Ben-Achour: In your reporting, you described a situation where there was this tenant in a supernice modern, glass building. He learns it’s being bought by one of these private equity firms, and all of a sudden, the trash stops getting collected and piles up. The rent skyrockets. How typical is that?
Vogell: Well, I heard from lots of other people who had similar things happen to them in other cities with other companies. So, you know, we don’t have a way of documenting this precisely, how often it’s happening. But I am hearing that it’s, it is happening in cities all over the country. And I’ve heard both from tenants who are concerned about it, and also, frankly, from people who were doing the financing and were watching this happen — people in that industry. So, you know, it’s something that has been somewhat widespread, I think, over the last maybe five to seven years especially, and maybe has been accelerating a bit. But it’s hard to know exactly how many people we’re talking about.
Does this contribute to rent inflation?
Ben-Achour: Rent inflation is a serious concern right now. Are these firms contributing to that?
Vogell: I think that’s a really, really good question. And you know, they will say no, that they are providing necessary capital to improve these buildings and to build more housing in some instances. But what other people have told me, other experts in housing have said was that essentially because we have more renters in the market and we have a housing crunch, that that has really emboldened speculators — people who are looking for a quick profit — and that would describe this method of ownership. So the rental market is a huge market. There are a lot of different causes for rent increases, but this very well could be one of them.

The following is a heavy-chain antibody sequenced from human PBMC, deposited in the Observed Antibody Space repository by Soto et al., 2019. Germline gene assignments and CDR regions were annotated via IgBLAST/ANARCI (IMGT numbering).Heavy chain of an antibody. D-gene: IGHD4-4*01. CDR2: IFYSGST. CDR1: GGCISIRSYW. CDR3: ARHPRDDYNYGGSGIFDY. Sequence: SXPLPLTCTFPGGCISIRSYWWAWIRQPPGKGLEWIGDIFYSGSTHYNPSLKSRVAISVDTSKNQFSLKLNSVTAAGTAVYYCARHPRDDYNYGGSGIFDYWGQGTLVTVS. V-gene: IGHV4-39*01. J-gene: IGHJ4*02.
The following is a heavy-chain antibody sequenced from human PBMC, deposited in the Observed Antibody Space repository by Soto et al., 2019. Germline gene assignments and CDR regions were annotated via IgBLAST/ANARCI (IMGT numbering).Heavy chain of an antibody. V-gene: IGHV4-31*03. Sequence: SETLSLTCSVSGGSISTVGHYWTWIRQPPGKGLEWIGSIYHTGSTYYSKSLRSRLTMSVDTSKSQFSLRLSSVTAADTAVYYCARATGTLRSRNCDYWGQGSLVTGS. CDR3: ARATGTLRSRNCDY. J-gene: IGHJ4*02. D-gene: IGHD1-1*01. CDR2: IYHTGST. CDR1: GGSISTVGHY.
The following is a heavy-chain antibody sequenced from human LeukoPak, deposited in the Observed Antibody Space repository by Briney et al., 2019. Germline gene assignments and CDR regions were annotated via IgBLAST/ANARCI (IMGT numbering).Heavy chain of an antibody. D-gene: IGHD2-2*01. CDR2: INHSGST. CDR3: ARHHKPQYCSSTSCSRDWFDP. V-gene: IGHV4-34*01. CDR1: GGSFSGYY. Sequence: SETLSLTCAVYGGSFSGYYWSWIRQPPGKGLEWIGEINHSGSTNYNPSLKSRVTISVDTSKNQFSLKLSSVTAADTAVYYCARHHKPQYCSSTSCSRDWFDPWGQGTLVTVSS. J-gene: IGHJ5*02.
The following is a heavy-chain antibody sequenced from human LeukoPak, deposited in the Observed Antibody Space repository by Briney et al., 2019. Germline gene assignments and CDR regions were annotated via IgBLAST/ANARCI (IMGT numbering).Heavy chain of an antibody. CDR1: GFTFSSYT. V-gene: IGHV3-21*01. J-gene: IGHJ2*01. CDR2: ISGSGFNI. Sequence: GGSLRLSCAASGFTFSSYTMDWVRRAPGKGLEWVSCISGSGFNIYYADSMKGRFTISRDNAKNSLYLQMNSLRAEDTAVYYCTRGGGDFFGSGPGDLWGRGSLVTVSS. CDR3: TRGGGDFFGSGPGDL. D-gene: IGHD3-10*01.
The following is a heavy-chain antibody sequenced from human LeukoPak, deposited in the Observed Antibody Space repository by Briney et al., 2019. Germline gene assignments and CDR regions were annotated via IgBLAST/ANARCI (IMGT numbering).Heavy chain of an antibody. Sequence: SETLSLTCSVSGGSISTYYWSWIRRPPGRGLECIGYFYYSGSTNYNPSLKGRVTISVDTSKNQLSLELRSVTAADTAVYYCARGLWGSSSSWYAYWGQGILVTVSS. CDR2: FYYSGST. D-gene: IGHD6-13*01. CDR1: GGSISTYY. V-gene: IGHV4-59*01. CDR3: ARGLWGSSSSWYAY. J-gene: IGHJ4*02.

Freddie Mac and Fannie Mae play a part
Ben-Achour: What is behind this? You say this is sort of an exploding sort of phenomenon. What’s behind this increase in private equity firms getting into the real estate, the landlord business?
Vogell: Well, what we found was that government-backed financers, like Freddie Mac and Fannie Mae, were really fueling this increase in private equity ownership of apartment buildings because they were offering a type of financing that was very attractive to these firms. They had low interest rates and very few conditions on the financing. We obtained some data from Freddie that showed that of the 20 biggest deals that Freddie had ever done in the multifamily sphere, that 85% of them were done with private equity firms. And all of those deals were done since 2015, except for one. So this is really a fairly recent phenomenon that the deals have gotten this big, and that private equity has been so dominant.
Ben-Achour: Ultimately, what do you think the most important implication is here for the experience of the American renter or homeowner?
Vogell: Well, I think that what we’re seeing is that these companies are acting in ways that are problematic for tenants in order to meet their investment goals. And that while tenants have protections in some cities and in some states, it’s really a patchwork across the country. And these are multistate firms. Sometimes they’re global, even. And they’re coming into these localities, and in some places, there is nothing to protect the tenants. I mean, people keep asking me, “What can tenants do to protect themselves from this?” And I’m not sure there’s anything that a tenant can do. There’s talk about trying to add protections into the financing that Freddie and Fannie does, but short of something that has a broader reach across states like that, I’m not sure what people can do.